Tearing and Lacrimal Problems

Tearing problems may result from congenital causes, age, injury, or chronic sinus/nasal disease. The upper tear duct system and bony tunnel that drains tears from the eye into the nose can become blocked. Tears may then back up and run down the cheeks, and, in some cases, an infection can develop underneath the skin between the eye and the nose (“dacryocystitis”).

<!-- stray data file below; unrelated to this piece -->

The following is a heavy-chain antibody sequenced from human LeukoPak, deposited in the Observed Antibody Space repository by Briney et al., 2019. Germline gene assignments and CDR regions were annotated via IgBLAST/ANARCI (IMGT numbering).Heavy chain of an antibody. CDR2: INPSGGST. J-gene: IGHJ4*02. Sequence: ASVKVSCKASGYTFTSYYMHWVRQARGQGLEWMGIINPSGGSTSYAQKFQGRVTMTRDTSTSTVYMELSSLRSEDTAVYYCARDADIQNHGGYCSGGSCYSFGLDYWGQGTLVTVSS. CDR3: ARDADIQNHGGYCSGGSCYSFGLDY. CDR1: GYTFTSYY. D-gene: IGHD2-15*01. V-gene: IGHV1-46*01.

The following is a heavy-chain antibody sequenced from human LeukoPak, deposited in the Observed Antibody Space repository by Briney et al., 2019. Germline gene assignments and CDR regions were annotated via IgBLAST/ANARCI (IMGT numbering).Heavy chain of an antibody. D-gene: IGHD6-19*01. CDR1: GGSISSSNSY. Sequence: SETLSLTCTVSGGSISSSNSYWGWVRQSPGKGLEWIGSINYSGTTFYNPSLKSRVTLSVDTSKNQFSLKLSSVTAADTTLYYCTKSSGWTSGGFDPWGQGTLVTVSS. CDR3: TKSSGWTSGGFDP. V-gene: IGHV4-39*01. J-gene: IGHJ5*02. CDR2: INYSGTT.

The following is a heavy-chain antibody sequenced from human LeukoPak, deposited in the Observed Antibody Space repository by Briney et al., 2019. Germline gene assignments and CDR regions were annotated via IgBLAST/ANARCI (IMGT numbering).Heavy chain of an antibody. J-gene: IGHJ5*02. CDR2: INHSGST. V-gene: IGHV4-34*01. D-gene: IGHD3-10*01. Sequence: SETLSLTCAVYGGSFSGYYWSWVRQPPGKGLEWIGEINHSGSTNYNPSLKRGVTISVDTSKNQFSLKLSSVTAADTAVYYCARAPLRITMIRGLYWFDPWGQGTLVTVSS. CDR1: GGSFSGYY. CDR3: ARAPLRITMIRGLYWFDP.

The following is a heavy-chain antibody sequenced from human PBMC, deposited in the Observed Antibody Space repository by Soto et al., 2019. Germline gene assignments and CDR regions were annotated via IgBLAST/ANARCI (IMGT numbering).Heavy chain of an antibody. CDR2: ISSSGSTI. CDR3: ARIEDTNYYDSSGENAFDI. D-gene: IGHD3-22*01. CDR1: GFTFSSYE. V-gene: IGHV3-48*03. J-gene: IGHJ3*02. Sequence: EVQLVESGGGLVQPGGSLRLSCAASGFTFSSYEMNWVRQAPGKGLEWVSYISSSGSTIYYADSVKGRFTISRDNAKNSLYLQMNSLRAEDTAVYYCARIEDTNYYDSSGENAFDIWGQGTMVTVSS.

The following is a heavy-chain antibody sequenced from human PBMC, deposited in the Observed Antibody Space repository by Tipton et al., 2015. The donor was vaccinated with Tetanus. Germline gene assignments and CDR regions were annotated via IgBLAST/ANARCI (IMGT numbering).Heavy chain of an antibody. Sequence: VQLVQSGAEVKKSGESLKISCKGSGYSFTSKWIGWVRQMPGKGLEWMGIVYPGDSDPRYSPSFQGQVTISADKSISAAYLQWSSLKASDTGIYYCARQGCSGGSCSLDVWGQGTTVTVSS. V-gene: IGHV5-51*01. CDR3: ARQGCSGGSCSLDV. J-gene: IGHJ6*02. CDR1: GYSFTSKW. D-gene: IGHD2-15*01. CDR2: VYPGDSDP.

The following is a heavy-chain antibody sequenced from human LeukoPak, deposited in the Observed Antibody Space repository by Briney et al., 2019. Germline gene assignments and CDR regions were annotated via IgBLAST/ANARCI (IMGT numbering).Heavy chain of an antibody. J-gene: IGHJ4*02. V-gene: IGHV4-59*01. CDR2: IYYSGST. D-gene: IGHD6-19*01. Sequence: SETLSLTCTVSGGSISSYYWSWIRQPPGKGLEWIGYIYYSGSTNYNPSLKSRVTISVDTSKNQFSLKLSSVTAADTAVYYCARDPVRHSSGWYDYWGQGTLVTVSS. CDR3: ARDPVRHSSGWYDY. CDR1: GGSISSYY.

In a dacryocystorhinostomy tear duct surgery (DCR), an incision is made near the inside corner of the eye, or within the nose, and a new opening is made to allow tears to drain from the eye into the nose.  (In certain situations, the surgery can sometimes be done intranasally to avoid an incision.) A temporary, flexible silicone tube is then placed during surgery to keep the new drainage pathway open. The tube is subsequently removed in the office after healing is complete (typically a few months). The goal of surgery is to reduce tearing, discharge, irritation, and the risk of infection.